Morfonios or Zacharias is one of most easily recognizable figures of Greek Shadow Theater. Nature has gifted him a big head and a nose that everyone makes fun of. Yet he doesn’t seem to share the views of others regarding his ugliness, thinking he’s the big prize. Much like Stavrakas and Sir Dionysios, Morfonios is also a two-dimensional “type”, reflecting the intellect and customs of his age: he speaks using foreign words, dresses elegantly and aims high in romance by looking for women with dowry.
He often ends up being slapped by Karagoz for his lack of self-knowledge. Quite often, he faints even before receiving the slap.
Velingekas is the Pasha’s main guardian and protector, whose orders he obeys with no hesitation or delay. He is half Turkish and half Albanian, which justifies the fact that he uses a mix of many languages and words on stage, often ending up being incomprehensible.
On stage, he appears as the policeman that restores Karagoz to order by beating him, at times ending up being beaten by Karagoz’s uncle, Barba-Giorgos. Velingekas is therefore a personification of the Turkish rule, an authority figure that appears on stage to impose and punish.
The wife of Karagoz. She is in fact the personification of the poor Greek housewife that works in other households so as to feed her children that are in constant need for food. She is also in the same constant need, and always pregnant.
She doesn’t appear often on stage. Most of the times, only her voice can be heard through the hut, usually complaining about the lack of something to eat.
This is the eptanisian voice of Shadow Theater. Sir Dionysios is an ex-Count coming from Zante. He wears a papillion, a tailcoat and a big hat.
He speaks in the dialect of Zante, mixing it with a few Italian words. Some of them are correct, whereas most of them are wrong, but in any case, he pronounces them pompously so as to express his noble origin. He is a regionalist, but also a classic islander that loves the traditions of his home island.
He is a romantic dandy, always well dressed and with elegant manners, who can barely resist his attraction for beautiful women. In the end, he usually ends up being beaten and screwing everything up.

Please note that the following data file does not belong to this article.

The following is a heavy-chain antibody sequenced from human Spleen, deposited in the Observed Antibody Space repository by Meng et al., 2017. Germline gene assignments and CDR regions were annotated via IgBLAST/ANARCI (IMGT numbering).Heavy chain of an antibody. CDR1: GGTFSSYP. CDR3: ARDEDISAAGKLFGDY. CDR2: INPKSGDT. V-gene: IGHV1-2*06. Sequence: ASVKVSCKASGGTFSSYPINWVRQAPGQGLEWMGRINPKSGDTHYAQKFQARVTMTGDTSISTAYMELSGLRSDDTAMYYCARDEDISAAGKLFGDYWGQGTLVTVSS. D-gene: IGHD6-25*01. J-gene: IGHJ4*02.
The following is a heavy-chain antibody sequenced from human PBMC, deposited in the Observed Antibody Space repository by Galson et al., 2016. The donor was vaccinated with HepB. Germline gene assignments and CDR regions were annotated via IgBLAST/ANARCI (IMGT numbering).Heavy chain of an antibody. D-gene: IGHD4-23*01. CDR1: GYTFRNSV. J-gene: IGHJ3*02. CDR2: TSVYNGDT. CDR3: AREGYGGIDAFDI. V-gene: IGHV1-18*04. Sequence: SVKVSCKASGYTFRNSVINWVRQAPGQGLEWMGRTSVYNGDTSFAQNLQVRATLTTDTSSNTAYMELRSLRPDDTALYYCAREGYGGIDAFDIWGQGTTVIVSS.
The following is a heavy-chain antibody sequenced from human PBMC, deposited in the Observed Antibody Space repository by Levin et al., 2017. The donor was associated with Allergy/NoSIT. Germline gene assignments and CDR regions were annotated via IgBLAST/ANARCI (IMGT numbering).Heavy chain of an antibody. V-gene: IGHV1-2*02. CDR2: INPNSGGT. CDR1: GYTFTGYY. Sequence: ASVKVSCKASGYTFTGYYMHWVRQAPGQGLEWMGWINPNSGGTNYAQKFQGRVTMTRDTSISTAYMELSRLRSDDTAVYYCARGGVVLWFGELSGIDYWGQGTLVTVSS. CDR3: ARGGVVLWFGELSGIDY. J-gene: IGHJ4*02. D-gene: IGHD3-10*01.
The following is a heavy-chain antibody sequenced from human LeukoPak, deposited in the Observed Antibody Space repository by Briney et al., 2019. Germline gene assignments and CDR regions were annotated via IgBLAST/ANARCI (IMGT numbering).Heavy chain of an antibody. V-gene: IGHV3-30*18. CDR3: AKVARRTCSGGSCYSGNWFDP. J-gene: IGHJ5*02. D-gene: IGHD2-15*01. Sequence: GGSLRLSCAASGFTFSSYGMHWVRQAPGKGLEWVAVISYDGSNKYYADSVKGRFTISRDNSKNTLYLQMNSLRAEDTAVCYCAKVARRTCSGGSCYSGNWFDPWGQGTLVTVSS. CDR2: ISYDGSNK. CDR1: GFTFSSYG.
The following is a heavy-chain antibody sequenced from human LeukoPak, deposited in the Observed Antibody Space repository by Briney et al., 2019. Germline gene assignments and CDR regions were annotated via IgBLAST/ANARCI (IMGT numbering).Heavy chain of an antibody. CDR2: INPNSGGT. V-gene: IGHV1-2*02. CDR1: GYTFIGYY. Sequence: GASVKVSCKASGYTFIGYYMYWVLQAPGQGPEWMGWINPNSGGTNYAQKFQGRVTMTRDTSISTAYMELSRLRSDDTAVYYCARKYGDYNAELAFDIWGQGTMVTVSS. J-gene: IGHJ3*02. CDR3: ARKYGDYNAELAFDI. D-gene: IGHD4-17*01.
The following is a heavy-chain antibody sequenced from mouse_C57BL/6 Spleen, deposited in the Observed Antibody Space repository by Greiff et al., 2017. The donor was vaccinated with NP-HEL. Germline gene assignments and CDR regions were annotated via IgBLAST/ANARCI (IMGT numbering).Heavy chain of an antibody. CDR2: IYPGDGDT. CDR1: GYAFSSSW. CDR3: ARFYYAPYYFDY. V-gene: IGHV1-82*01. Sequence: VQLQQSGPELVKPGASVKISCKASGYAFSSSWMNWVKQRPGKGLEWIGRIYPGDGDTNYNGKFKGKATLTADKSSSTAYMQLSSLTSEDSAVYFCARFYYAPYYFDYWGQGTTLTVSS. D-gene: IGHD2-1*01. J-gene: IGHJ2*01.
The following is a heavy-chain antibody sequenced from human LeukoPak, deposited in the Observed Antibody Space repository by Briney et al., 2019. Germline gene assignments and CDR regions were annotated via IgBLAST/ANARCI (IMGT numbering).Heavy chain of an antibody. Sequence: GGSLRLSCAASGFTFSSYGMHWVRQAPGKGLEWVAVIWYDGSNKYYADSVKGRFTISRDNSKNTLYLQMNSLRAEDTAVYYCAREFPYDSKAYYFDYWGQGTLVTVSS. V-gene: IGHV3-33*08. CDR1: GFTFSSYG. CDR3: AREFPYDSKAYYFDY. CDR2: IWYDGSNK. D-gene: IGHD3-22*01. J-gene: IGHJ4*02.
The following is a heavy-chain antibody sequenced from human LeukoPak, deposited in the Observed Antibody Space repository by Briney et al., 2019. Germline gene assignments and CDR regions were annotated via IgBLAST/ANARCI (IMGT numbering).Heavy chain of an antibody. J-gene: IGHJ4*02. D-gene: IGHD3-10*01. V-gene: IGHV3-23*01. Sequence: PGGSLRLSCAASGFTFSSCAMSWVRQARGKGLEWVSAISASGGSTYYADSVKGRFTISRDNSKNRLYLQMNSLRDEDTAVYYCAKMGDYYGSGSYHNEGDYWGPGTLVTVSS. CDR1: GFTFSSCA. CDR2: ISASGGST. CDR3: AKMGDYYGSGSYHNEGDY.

He is a friend of Karagoz.
A true rebel at heart, Karagoz’s uncle, Barba-Giorgos is one of the many funny and easily recognizable figures of Greek Shadow Theatre.
If Karagoz is a personification of Greek cunningness, Barba-Giorgos is a personification of fighting- spirit and strength. Most of the times he appears as a deus-ex-machina to save Karagoz from Velingekas or to balance things out. When he’s not fighting, he is usually carrying cheese and other goods for his nephew’s family so as to satisfy their hunger and fill their empty bellies.
The second most recognizable figure of Greek Shadow Theater after Karagoz is that of Hacivat. He is the Pasha’s crier, at times even acting as a messenger.
In reality, he is a coward Greek who serves his Turkish lords out of both fear and self-interest. His constant chant reflects his role: “My good Pasha, may mighty Allah lessen my days so as to grant you extra years…”
Contrary to Karagoz’s wild spirit, Hacivat is a yes-man, at times even naïve or gullible. Karagoz’s slaps therefore come as a natural consequence of his wrong-doings.
When the two characters are on stage, they present an explosive mixture, as if being the two different sides of the same coin. Contrary to lazy Karagoz, Hacivat appears to have some positive character traits: he is always kind, rational, dignified and well-educated.
Konstantinos Kartsakalis was born and raised in the United States of Fable. He studied for years in the big school of Myth, where he graduated from with a doctorate and a dragon pet.
He lives and works under the shadow of an enchanted tree, enjoying the dew of the spring and summer months and keeping records of the history of the races of the forest. His biggest aspiration is to one day climb so high so as to hang his shoes from the moon.